More recently, several studies have begun to elucidate the molecular mechanisms behind the beneficial role of commensal and probiotic strains. It is becoming clear that beneficial bacteria provide colonization resistance to pathogens by two major mechanisms (13, 14). The first mechanism involves the direct competition between certain commensals and pathogens for nutrients or niche establishment. The second mechanism includes indirect effects on pathogen colonization, deriving from the stimulation of the innate and adaptive immune system by commensal bacteria. In this review, we summarize some of the mechanisms by which commensal bacteria, including certain probiotic species, contribute to colonization resistance against pathogens, both by direct competition with pathogenic bacteria and by stimulation of host immunity.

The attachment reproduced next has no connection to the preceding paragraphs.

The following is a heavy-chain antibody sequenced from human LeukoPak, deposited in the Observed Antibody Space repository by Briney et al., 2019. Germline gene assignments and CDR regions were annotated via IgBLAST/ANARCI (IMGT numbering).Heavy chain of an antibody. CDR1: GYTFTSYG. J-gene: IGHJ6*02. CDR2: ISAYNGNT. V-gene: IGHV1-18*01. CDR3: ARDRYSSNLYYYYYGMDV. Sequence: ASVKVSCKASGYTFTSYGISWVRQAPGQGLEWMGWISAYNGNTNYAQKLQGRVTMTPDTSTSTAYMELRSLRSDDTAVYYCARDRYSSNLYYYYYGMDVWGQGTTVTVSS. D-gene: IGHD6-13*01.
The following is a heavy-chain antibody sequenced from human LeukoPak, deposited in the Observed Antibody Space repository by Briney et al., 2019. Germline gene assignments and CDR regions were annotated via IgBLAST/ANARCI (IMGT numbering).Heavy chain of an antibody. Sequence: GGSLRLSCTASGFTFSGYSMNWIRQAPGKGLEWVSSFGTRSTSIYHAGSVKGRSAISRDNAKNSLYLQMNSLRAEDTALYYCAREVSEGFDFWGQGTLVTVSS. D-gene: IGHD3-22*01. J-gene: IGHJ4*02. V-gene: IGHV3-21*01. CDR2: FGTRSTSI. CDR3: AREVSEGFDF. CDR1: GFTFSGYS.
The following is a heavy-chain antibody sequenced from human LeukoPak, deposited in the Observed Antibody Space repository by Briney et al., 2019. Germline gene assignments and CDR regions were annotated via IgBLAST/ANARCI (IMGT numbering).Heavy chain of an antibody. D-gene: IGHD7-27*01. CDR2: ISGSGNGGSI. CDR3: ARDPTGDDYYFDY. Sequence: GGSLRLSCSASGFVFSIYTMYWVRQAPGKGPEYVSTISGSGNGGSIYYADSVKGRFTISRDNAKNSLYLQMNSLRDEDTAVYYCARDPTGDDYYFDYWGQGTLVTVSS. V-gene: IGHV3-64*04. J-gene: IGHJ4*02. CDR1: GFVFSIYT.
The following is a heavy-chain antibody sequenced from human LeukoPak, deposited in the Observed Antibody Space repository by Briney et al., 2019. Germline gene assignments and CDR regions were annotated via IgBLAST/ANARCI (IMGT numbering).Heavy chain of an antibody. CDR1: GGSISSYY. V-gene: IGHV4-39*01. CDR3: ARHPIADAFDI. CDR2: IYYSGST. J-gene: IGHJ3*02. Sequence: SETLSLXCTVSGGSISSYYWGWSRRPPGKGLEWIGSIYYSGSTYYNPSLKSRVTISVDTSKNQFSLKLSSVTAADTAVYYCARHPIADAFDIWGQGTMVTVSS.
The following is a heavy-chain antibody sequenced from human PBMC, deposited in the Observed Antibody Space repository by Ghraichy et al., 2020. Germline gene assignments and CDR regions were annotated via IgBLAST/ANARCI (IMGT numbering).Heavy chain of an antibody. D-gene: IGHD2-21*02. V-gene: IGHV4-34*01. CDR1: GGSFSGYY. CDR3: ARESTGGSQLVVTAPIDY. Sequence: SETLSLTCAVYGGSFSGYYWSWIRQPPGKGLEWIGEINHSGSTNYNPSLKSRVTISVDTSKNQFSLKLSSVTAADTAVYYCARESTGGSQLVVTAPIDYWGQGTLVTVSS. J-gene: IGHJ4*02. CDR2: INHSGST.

Direct competition with pathogens
One of the mechanisms by which commensal and probiotic bacteria provide colonization resistance to pathogens is by directly competing for the same niche. Some beneficial microbes acquire similar nutrients as pathogens, often more efficiently, thus hindering the replication and colonization of infectious agents. In addition, some microbes produce antimicrobial proteins that can target pathogens. Below, we discuss these two aspects of direct competition between beneficial and harmful bacteria (Fig. 1).
Competition for nutrients.